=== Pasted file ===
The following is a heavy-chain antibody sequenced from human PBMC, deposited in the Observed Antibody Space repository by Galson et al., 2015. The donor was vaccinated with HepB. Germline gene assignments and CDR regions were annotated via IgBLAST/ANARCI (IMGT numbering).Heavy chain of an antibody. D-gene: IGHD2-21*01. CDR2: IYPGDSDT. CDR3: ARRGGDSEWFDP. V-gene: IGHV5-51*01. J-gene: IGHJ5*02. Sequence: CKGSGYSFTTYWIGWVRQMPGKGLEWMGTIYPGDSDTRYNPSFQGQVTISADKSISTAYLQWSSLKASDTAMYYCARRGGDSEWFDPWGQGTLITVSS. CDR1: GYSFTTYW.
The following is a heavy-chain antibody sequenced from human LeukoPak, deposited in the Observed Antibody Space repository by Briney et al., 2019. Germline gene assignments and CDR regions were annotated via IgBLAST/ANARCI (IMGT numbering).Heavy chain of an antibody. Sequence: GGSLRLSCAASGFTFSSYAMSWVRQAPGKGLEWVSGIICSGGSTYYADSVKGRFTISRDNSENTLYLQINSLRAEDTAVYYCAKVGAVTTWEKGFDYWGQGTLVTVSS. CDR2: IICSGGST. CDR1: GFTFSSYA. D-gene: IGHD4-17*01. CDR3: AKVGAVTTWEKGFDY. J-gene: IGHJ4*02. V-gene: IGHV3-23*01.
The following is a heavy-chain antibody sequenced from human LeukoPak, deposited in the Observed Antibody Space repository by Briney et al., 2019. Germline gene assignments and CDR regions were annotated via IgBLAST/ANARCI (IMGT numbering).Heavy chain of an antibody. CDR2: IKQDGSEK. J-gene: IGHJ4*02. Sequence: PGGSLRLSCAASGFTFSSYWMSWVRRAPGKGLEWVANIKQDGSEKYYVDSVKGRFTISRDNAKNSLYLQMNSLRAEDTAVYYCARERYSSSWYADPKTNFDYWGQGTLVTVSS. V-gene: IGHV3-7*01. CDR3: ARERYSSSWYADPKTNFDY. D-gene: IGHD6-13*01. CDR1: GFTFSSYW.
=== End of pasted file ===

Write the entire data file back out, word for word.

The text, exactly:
The following is a heavy-chain antibody sequenced from human PBMC, deposited in the Observed Antibody Space repository by Galson et al., 2015. The donor was vaccinated with HepB. Germline gene assignments and CDR regions were annotated via IgBLAST/ANARCI (IMGT numbering).Heavy chain of an antibody. D-gene: IGHD2-21*01. CDR2: IYPGDSDT. CDR3: ARRGGDSEWFDP. V-gene: IGHV5-51*01. J-gene: IGHJ5*02. Sequence: CKGSGYSFTTYWIGWVRQMPGKGLEWMGTIYPGDSDTRYNPSFQGQVTISADKSISTAYLQWSSLKASDTAMYYCARRGGDSEWFDPWGQGTLITVSS. CDR1: GYSFTTYW.
The following is a heavy-chain antibody sequenced from human LeukoPak, deposited in the Observed Antibody Space repository by Briney et al., 2019. Germline gene assignments and CDR regions were annotated via IgBLAST/ANARCI (IMGT numbering).Heavy chain of an antibody. Sequence: GGSLRLSCAASGFTFSSYAMSWVRQAPGKGLEWVSGIICSGGSTYYADSVKGRFTISRDNSENTLYLQINSLRAEDTAVYYCAKVGAVTTWEKGFDYWGQGTLVTVSS. CDR2: IICSGGST. CDR1: GFTFSSYA. D-gene: IGHD4-17*01. CDR3: AKVGAVTTWEKGFDY. J-gene: IGHJ4*02. V-gene: IGHV3-23*01.
The following is a heavy-chain antibody sequenced from human LeukoPak, deposited in the Observed Antibody Space repository by Briney et al., 2019. Germline gene assignments and CDR regions were annotated via IgBLAST/ANARCI (IMGT numbering).Heavy chain of an antibody. CDR2: IKQDGSEK. J-gene: IGHJ4*02. Sequence: PGGSLRLSCAASGFTFSSYWMSWVRRAPGKGLEWVANIKQDGSEKYYVDSVKGRFTISRDNAKNSLYLQMNSLRAEDTAVYYCARERYSSSWYADPKTNFDYWGQGTLVTVSS. V-gene: IGHV3-7*01. CDR3: ARERYSSSWYADPKTNFDY. D-gene: IGHD6-13*01. CDR1: GFTFSSYW.